Miles v Shearer  EWHC 1000 (Ch) – A recent claim by adult children under the Inheritance (Provision for Family and Dependents) Act 1975 (the “Act”)
Section 1 (c) of the Act confirms that where a person dies domiciled in England and Wales a surviving child may apply to the court on the grounds that the disposition of their estate (either by will or under the laws of intestacy) does not make such financial provision as would be reasonable in all of the circumstances for them to receive for their maintenance.
Cases brought by adult children are known amongst by practitioners to be difficult (although not impossible with the appropriate evidence) this is especially where such children are able bodied and capable of providing for themselves. This recent example gives an insight into the approach of the Court and the scrutiny that will be taken of all relevant facts.
Matters to which the Court must have regard
Section 3 of the Act sets out the matters that the Court must consider when an application is made under the Act and these are as follows:
- the financial resources and financial needs which the applicant has or is likely to have in the foreseeable future;
- the financial resources and financial needs which any other applicant has or is likely to have in the foreseeable future;
- the financial resources and financial needs which any beneficiary of the estate has or is likely to have in the foreseeable future;
- any obligations and responsibilities which the deceased had towards any applicant or towards any beneficiary of his estate;
- the size and nature of the net estate;
- any physical or mental disability of any applicant or any beneficiary of the estate;
- any other matter, including the conduct of the applicant or any other person which in the circumstances the Court considers to be relevant.
Miles v Shearer
In the recent case of Miles v Shearer heard by Sir Julian Flaux (Chancellor of the High Court), a claim was made by two adult children for reasonable financial provision from their late father’s estate.
The claim was refused.
The claimants were 39 and 40 years old respectively and the adult children of the deceased. The deceased had been married to their mother for 34 years prior to the marriage being dissolved. The deceased’s will made no provision for either of the claimants, the principal beneficiary being the deceased’s second wife. The value of the net estate was just an excess of £2 million.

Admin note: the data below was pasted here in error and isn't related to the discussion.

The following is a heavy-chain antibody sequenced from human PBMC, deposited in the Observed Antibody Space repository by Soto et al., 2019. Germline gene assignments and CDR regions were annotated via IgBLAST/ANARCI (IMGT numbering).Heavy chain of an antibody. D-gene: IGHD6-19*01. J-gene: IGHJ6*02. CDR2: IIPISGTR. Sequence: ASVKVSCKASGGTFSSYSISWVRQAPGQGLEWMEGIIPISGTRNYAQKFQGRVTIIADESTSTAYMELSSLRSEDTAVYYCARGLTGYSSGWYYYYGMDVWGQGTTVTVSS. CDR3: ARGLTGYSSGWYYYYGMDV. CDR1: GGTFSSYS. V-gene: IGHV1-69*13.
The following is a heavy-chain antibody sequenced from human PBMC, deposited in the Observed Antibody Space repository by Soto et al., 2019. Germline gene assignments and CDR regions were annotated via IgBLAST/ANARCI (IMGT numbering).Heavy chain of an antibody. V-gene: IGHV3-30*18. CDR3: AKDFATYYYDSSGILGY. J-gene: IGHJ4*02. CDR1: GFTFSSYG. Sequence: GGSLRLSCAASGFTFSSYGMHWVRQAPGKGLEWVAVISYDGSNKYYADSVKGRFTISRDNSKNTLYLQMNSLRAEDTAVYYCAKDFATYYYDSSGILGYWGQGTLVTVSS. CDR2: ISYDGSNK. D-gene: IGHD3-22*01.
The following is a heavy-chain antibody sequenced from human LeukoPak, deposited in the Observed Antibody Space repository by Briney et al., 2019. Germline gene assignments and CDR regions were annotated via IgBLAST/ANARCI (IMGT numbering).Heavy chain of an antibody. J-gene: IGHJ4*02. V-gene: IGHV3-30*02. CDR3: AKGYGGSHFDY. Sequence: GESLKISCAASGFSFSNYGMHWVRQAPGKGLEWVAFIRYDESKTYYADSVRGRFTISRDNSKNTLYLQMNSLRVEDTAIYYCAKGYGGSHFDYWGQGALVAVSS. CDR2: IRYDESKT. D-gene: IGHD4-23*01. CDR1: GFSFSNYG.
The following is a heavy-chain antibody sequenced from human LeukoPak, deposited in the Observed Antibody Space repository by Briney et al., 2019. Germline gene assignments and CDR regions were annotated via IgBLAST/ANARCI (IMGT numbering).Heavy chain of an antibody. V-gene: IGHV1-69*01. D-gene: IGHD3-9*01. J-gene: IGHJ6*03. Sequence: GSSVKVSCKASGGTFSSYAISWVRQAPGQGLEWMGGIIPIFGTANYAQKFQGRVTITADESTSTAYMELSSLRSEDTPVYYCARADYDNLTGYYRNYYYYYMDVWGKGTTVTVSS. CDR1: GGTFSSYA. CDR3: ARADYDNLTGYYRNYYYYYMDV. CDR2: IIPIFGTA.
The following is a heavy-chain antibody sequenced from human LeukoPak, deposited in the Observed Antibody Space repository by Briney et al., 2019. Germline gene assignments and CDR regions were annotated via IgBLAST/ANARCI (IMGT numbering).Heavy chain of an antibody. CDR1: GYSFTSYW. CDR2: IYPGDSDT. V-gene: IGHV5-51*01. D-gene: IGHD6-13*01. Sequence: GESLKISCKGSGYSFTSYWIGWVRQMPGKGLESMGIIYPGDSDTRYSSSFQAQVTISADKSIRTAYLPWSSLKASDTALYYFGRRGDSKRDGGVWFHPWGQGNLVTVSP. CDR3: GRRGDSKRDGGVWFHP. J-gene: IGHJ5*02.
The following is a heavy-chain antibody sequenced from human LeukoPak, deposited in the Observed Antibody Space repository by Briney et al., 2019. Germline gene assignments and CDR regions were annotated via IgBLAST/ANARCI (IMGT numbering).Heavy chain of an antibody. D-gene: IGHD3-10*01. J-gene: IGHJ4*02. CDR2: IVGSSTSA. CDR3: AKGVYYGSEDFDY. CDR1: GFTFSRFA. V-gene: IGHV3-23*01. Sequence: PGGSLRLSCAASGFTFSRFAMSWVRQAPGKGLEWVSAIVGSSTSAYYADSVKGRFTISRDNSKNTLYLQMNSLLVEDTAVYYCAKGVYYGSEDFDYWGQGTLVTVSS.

Prior to the breakdown of their parents’ marriage the claimants enjoyed a privileged childhood. They were both privately educated and following their A-levels their parents funded gap years for them. Each of the claimants went to university but, for different reasons, neither finished their degrees.
The claimants sought to portray that their relationship with the deceased deteriorated due to the influence of his second wife. This extensive attack on the second wife was found to be unattractive, by the Court. Evidence was given that the claimants found it amusing to refer to the deceased as “the cheque-book“ and that he found this to be hurtful.
The deceased, who died in 2017, had clearly advised each of the claimants that they would receive no further financial assistance from him following a substantial gift in 2008.
One of the claimants sought to argue that she was solely responsible for the extensive and complex needs of her youngest daughter who was severely autistic and unlikely to be able to lead an independent life and that she required funds from her father’s estate to meet the costs of supporting her daughter.